Court hears dealer's dad tried to drown him as baby
BEFORE he was a drug dealer offering 'Christmas specials', threatening late payers and supplying his teen girlfriend with meth, Zachary Drew Neil Stallan was a traumatised kid.
Details of a childhood marred by violence and abuse were read out in Maryborough Supreme Court on Wednesday where Stallan, 22, pleaded guilty to a series of drug offences, including trafficking 30 charges of supplying.
He also pleaded guilty to supplying his underage girlfriend with marijuana and meth.
His offending was uncovered when police searched his home and found his mobile phone.
It revealed Stallan was in the business of trafficking drugs, including marijuana, meth, oxycodone and diazepam.
He mainly dealt marijuana and had provided 253 grams for about $6000 over 17 months.
He had supplied drugs to more than 30 customers, the court was told.
Stallan would threaten people who failed to pay when he supplied drugs "on credit", increased prices during the Commonwealth Games and offered specials over the Christmas period, the court heard.
The Hervey Bay man's exposure to a hard life began when his father attempted to drown him shortly after he was born, the court was told.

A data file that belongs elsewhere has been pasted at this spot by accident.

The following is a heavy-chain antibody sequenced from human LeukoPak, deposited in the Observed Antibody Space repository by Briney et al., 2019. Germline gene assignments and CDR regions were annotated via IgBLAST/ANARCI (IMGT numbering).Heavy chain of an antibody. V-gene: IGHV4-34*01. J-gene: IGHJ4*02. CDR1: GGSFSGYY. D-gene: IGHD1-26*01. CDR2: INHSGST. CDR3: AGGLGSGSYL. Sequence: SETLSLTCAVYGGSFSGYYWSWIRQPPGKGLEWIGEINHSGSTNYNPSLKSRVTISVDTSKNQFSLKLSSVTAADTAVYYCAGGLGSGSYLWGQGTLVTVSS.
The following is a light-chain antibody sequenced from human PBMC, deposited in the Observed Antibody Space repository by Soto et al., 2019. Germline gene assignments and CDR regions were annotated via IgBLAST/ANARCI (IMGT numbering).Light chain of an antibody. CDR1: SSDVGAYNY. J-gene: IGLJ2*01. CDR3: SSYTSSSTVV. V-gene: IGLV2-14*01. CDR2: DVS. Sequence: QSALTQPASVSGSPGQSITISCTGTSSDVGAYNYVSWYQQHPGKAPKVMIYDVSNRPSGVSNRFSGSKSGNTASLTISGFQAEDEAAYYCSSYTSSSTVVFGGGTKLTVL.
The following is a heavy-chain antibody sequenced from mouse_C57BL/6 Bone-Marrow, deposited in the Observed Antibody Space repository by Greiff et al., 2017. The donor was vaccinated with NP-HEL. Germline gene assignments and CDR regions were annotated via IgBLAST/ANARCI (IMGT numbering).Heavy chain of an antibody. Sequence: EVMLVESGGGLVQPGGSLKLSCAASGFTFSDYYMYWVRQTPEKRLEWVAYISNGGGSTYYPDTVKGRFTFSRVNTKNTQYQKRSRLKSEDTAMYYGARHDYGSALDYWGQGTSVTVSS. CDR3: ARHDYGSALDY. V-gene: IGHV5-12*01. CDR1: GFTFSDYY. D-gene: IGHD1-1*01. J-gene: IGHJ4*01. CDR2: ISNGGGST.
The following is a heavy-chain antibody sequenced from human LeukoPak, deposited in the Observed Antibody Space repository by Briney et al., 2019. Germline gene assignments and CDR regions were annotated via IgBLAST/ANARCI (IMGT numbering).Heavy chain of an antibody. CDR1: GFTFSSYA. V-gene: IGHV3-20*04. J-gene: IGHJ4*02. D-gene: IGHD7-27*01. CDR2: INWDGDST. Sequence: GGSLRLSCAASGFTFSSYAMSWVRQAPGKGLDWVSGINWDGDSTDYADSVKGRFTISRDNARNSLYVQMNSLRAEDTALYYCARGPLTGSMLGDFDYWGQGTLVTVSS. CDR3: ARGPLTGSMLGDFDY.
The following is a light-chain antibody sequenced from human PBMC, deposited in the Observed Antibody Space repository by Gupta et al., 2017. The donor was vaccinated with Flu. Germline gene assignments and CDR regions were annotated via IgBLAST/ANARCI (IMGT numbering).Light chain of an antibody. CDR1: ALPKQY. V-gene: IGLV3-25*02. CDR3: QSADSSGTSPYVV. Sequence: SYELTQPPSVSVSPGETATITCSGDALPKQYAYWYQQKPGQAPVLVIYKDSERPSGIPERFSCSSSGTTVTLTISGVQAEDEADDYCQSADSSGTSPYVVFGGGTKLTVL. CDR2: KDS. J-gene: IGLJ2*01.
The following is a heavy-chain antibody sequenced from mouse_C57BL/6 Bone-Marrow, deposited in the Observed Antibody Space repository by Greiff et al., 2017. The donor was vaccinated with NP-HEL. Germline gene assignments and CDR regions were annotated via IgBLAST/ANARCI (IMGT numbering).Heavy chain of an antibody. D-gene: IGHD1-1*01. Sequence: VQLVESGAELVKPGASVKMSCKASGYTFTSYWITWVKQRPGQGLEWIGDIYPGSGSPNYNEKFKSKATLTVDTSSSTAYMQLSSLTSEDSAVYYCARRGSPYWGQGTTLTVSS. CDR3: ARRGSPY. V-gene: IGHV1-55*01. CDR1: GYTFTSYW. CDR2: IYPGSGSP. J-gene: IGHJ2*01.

His mother, who was 17 when she gave birth, stopped his father from finishing what he had started.
Stallan's parents had separated and his mother later become involved with another man, with whom she would have eight more children.
His stepfather was a "severe alcoholic" and was violent towards he and his mother, the court heard.
He would regularly return home from school and see his mother bearing the signs of domestic violence.
The court heard that on one occasion, Stallan woke to the sounds of an argument and then a gunshot.
QUEENSLAND DOMESTIC VIOLENCE SERVICES
His stepfather had shot his mother through her hand.
Stallan was also targeted by his stepfather, who used power cords to hit him, as well as punching and kicking him.
Stallan turned to glue sniffing to cope with the abuse and was later removed into foster care where he was in share accommodation with older children.
It was there he was introduced to marijuana.
The court heard Stallan was a functional illiterate who had needed his girlfriend's help when it came to composing the messages on the phone that was used for drug dealing.
Judge Ann Lyon said the deprived life Stallan had led was "appalling".
She said she wanted to give him the opportunity to turn his life around, but warned that even given his terrible start to life, it was likely he wouldn't be given the chance to stay out of jail again.
Stallan was sentenced to three years in jail, wholly suspended with an operational period of five years.
He was also placed on three years' probation, during which he would need to undergo drug testing as well as psychological examination and treatment.
Convictions were recorded.
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